Brazil has 277 thousand new formal jobs in May
São Paulo was the state with the highest number of new openings
Published in 28/06/2022 - 14:17 By Alex Rodrigues - Brasília
In May this year, Brazil recorded a balance of 277,018 new formal jobs. Last month, formal admissions stood at 1,960,960, compared to 1,683,942 layoffs, as per the New CAGED (General Registry of the Employed and Unemployed), released today (Jun 28) by the country’s Ministry of Labor and Social Security.
Thus, the total number of permanent workers—those with formal labor contracts and rights and duties governed by Brazil's Consolidation of Labor Laws (CLT)—increased 0.67 percent from April this year, from 41,448,948 to 41,729,858.
Based on national averages, the starting salary paid to workers in new jobs in May was BRL 1,898.02, BRL 18.05 less than the BRL 1,906.54 average estimated in April.
Year to date, a surplus of 1,051,503 jobs was recorded, resulting from the 9,693,109 admissions minus 8,641,606 dismissals until May.
The five major economic activities evaluated recorded positive balances in formal job creation. As in April this year, the services sector was once again outstanding, with a positive balance of 120,294 formal jobs. Next come trade-related activities (+47,557 jobs); industry (+46,975 jobs); construction (+35,445 jobs), and finally agriculture, livestock, forestry, fishing, and aquaculture (+26,747 jobs).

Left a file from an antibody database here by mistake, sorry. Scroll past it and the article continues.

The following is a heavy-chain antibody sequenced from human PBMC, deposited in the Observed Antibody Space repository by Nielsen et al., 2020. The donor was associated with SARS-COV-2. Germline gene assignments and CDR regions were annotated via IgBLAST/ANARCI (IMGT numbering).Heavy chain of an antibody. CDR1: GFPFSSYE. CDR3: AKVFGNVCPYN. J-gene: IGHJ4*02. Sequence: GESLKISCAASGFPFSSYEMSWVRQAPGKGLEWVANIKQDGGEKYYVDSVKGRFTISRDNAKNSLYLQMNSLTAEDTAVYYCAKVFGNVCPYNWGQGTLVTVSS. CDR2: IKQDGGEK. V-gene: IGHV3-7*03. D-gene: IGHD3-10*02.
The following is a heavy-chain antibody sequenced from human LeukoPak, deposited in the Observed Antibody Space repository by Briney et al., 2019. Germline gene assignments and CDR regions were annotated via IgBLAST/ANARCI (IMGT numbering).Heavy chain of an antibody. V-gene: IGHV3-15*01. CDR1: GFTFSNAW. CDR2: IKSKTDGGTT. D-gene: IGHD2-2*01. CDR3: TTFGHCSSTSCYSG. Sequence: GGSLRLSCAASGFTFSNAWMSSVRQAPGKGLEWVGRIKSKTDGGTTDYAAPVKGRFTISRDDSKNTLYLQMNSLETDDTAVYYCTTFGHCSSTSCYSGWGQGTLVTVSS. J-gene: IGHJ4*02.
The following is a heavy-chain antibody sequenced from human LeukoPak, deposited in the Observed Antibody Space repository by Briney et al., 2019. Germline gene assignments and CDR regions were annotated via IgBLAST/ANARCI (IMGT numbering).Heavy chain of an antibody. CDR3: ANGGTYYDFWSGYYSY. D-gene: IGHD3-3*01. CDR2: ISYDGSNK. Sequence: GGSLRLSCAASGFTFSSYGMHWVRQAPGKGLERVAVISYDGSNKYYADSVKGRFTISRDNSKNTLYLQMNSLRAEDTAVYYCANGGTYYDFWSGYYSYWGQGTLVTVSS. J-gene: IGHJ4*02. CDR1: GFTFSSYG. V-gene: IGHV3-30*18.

All five Brazilian regions posted a surplus, especially the Central-West, whose index varied 0.94 percent, with a balance of 33,978 formal job openings.
In absolute terms, the Brazilian states with the highest monthly balance in May were São Paulo, with a positive 85,659 jobs (up 0.67 percent from April), Minas Gerais (+29,970 jobs, up 0.68 percent), and Rio de Janeiro (20,226 jobs, up 0.61 percent).
Minister José Carlos Oliveira celebrated the May results. The total of 41.72 million formal workers, he noted, is an all-time high in the country’s history.
“Some 1.5 million new jobs were created just this year, 277 thousand in May alone,” he remarked. “Early in 2022, we thought we were going to reach an estimated 1.5 million [new jobs]. […] Taking into account these first five months only, we can now dream of a much higher number.”
Translation: Fabrício Ferreira - Edition: Pedro Ivo de Oliveira